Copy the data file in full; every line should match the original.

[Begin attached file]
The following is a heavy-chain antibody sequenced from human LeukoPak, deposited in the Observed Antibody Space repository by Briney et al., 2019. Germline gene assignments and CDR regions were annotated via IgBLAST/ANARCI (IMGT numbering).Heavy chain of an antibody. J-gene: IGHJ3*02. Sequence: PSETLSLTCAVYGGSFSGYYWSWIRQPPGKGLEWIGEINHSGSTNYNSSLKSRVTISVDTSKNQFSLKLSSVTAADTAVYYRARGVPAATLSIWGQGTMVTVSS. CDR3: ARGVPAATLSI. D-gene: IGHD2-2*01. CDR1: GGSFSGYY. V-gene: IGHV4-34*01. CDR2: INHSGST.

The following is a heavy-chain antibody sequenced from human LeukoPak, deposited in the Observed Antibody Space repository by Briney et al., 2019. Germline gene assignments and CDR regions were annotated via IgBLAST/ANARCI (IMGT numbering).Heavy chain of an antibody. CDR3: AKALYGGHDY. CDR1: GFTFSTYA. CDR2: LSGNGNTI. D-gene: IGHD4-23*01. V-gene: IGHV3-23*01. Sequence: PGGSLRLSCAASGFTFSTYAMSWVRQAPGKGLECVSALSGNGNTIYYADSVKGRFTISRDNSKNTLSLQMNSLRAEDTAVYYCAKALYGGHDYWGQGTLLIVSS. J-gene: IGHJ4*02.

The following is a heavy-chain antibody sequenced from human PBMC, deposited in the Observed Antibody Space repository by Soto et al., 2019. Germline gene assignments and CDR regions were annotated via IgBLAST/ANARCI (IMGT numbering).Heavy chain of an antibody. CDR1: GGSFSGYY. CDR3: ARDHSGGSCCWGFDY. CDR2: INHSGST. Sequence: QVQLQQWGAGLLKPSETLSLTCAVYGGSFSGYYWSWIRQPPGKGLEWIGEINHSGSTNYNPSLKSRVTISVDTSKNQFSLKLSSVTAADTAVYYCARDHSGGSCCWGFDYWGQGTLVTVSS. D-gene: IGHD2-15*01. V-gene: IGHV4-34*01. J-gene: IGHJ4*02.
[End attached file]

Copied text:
The following is a heavy-chain antibody sequenced from human LeukoPak, deposited in the Observed Antibody Space repository by Briney et al., 2019. Germline gene assignments and CDR regions were annotated via IgBLAST/ANARCI (IMGT numbering).Heavy chain of an antibody. J-gene: IGHJ3*02. Sequence: PSETLSLTCAVYGGSFSGYYWSWIRQPPGKGLEWIGEINHSGSTNYNSSLKSRVTISVDTSKNQFSLKLSSVTAADTAVYYRARGVPAATLSIWGQGTMVTVSS. CDR3: ARGVPAATLSI. D-gene: IGHD2-2*01. CDR1: GGSFSGYY. V-gene: IGHV4-34*01. CDR2: INHSGST.

The following is a heavy-chain antibody sequenced from human LeukoPak, deposited in the Observed Antibody Space repository by Briney et al., 2019. Germline gene assignments and CDR regions were annotated via IgBLAST/ANARCI (IMGT numbering).Heavy chain of an antibody. CDR3: AKALYGGHDY. CDR1: GFTFSTYA. CDR2: LSGNGNTI. D-gene: IGHD4-23*01. V-gene: IGHV3-23*01. Sequence: PGGSLRLSCAASGFTFSTYAMSWVRQAPGKGLECVSALSGNGNTIYYADSVKGRFTISRDNSKNTLSLQMNSLRAEDTAVYYCAKALYGGHDYWGQGTLLIVSS. J-gene: IGHJ4*02.

The following is a heavy-chain antibody sequenced from human PBMC, deposited in the Observed Antibody Space repository by Soto et al., 2019. Germline gene assignments and CDR regions were annotated via IgBLAST/ANARCI (IMGT numbering).Heavy chain of an antibody. CDR1: GGSFSGYY. CDR3: ARDHSGGSCCWGFDY. CDR2: INHSGST. Sequence: QVQLQQWGAGLLKPSETLSLTCAVYGGSFSGYYWSWIRQPPGKGLEWIGEINHSGSTNYNPSLKSRVTISVDTSKNQFSLKLSSVTAADTAVYYCARDHSGGSCCWGFDYWGQGTLVTVSS. D-gene: IGHD2-15*01. V-gene: IGHV4-34*01. J-gene: IGHJ4*02.